Opioid lawsuits in NYC, L.A. move forward

NEW YORK, NEW YORK - AUGUST 06: AUGUST 06: New York State Attorney General Letitia James speaks during a press conference announcing a lawsuit to dissolve the NRA on August 06, 2020 in New York City. New York State Attorney General Letitia filed a lawsuit seeking to dissolve the National Rifle Association charging the organization as a whole as well as Executive Vice-President Wayne LaPierre, former Treasurer and CFO Wilson Phillips, Chief of Staff and Executive Director of General Operations Joshua Powell, and Corporate Secretary and General Counsel John Frazer with failing to manage the NRA’s funds and failing to follow state and federal laws. (Photo by Michael M. Santiago/Getty Images)

New York State Attorney General Letitia James speaks during a press conference announcing a lawsuit to dissolve the NRA on August 06, 2020 in NYC. (Michael M. Santiago/Getty Images)

OAN Newsroom
UPDATED 2:35 PM PT – Wednesday, July 21, 2021

Top prosecutors across the nation have begun taking action against several big pharmaceutical companies for their alleged contributions to the opioid crisis. On Tuesday, New York Attorney General Letitia James announced a more than $1 billion settlement with three of the nation’s largest drug distributors for distributing opioids “without regard to the national crisis they were helping to fuel.”

Payments from McKesson Corporation, Cardinal Health Inc. and AmerisourceBergen Drug Corporation are slated to start in several months. Last month, James reportedly said they had come to an agreement with Johnson and Johnson of $230 million. James added although an agreement has been reached, no amount of money could ever account for the lives lost and the lives impacted by opioid addiction.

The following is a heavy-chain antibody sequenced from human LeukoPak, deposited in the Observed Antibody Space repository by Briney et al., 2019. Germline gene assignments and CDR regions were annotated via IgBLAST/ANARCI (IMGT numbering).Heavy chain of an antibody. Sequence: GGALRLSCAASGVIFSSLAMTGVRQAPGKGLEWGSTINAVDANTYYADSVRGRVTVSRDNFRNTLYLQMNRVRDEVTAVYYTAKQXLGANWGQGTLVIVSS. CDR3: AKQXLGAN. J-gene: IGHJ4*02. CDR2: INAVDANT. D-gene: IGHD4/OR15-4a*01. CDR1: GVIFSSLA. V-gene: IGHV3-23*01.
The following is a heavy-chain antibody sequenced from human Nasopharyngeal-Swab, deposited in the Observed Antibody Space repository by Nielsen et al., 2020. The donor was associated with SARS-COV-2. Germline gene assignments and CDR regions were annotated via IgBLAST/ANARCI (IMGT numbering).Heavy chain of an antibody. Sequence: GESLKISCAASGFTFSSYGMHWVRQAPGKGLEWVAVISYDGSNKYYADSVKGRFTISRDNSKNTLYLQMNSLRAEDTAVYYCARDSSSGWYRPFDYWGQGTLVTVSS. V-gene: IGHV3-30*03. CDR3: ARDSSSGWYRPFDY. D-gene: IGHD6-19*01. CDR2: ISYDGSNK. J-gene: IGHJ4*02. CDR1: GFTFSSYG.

This initial agreement isn’t the last for the drug companies, as the four are working on finalizing a $26 billion settlement that would provide money to states, cities and counties across the country. Los Angeles’ city attorney Mike Feuer said an agreement on the major deal could come soon.

This comes as Los Angeles was one of the first cities and counties in the U.S. to file a lawsuit alleging the pharmaceutical industry was reportedly fueling the opioid crisis.

“We allege that the distributors regularly failed to report suspiciously large and frequent orders. We sued because no corporation, no matter how powerful, should be allowed to get away with putting profits over people’s lives,” said Feuer.

Feuer added he’s expecting tens of millions of dollars from the settlement, which would be used for “targeting the intersection between substance abuse disorder and homelessness.” The final approval for the $26 billion settlement would need to be agreed upon by more than 40 states, including hundreds of cities and counties.

If approved, the money would be used for prevention, treatment and recovery.

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